Published: 2020-11-04 15:22
Last Updated: 2020-11-04 15:22
Saudi Arabia announced Wednesday that it will ease restrictions on millions of foreign workers in the Kingdom March 2021.
Foreign workers make up an estimated 10 million of Saudi Arabia’s population and the new sponsorship system will link these workers with their Saudi employers directly by granting them the power to control residency renewal, entry and exit movement and others.
The Ministry of Human Resources and Social Development said it will begin March 14, to implement the “Contractual Relationship Improvement Initiative” with the aim of improving the conditions for job mobility and mechanisms for exit, re-entry and final exit.
According to the ministry, it will allow foreign workers to transfer to another job upon the end of their work contract without the need for the employer's approval, in a shift from what is currently in place according to the sponsorship system.
An employer’s consent is no longer required when a foreign worker wishes to travel, and instead the individual can apply for an exit or re-entry permit which the employer will be notified using an electronic notification.
Workers no longer need permission from employers to depart at the end of their contract, instead the worker can leave immediately and the employer will be notified using an e-notification.
It will be possible for workers to leave the Kingdom before the end of their contract without permission, however they must bear all consequences of the early termination of the contract.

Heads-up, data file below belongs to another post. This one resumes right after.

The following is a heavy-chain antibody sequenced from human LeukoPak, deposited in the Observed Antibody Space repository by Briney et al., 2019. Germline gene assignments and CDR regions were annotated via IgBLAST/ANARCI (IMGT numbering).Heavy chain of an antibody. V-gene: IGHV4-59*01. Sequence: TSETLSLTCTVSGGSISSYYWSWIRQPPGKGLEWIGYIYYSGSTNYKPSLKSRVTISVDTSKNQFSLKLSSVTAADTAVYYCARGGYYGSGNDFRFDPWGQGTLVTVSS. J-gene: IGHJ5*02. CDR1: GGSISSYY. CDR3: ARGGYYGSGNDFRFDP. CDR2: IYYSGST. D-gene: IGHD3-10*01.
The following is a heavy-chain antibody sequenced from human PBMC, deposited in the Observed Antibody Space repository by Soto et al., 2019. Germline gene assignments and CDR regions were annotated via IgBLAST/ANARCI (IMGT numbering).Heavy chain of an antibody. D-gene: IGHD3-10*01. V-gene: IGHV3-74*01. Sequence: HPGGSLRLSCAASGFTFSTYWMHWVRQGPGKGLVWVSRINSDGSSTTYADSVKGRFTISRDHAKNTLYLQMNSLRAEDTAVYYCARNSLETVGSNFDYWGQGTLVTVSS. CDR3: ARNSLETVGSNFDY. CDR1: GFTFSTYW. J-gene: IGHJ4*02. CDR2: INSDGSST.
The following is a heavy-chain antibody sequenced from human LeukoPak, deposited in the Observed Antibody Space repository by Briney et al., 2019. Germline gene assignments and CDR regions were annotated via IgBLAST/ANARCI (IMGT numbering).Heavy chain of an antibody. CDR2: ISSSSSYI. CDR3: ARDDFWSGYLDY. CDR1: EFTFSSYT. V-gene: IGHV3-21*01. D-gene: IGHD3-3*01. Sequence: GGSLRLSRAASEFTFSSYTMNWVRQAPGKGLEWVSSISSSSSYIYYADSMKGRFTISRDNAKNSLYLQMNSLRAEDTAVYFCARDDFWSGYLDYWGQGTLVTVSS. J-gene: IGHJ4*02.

The ministry’s statement did not mention the crime of "absconding", according to which employers can report the disappearance of the worker, which means that the foreign worker will no longer have legal documents and can be arrested, imprisoned and deported.
However, the Deputy Minister for Inspection and Development of Work Environment at the ministry, Sattam Al-Harbi, confirmed in an interview with Bloomberg Wednesday, that reforms will include canceling absconding and replacing it with a system which defines mechanisms for terminating employment contracts.
"These are huge changes," he said, adding, "We aim to (...) improve working conditions and make the labor market in Saudi Arabia more dynamic and productive."
However, the reforms do not include the 3.7 million domestic workers, Al-Harbi emphasized.
Human Rights organizations have called for the abolition of the requirement for a foreign worker to have a sponsor employer to enter the country, and to prevent Saudi employers from the possibility of canceling residency permits at any time.
Last week, the Human Rights Watch (HRW) said in a report that if Saudi Arabia wants to abolish the sponsorship system, it must "address each of these elements."
HRW added, "Saudi Arabia's wealth and economy have been built on the backs of millions of migrant workers, and the time has come for a radical change by granting them legal protection and guarantees of the rights that they deserve."
During the coronavirus crisis, many foreign workers found themselves stuck in a spiral of debts and were not allowed to leave before they were paid, while Saudis called on social media to expel foreign workers and accused them of spreading the virus.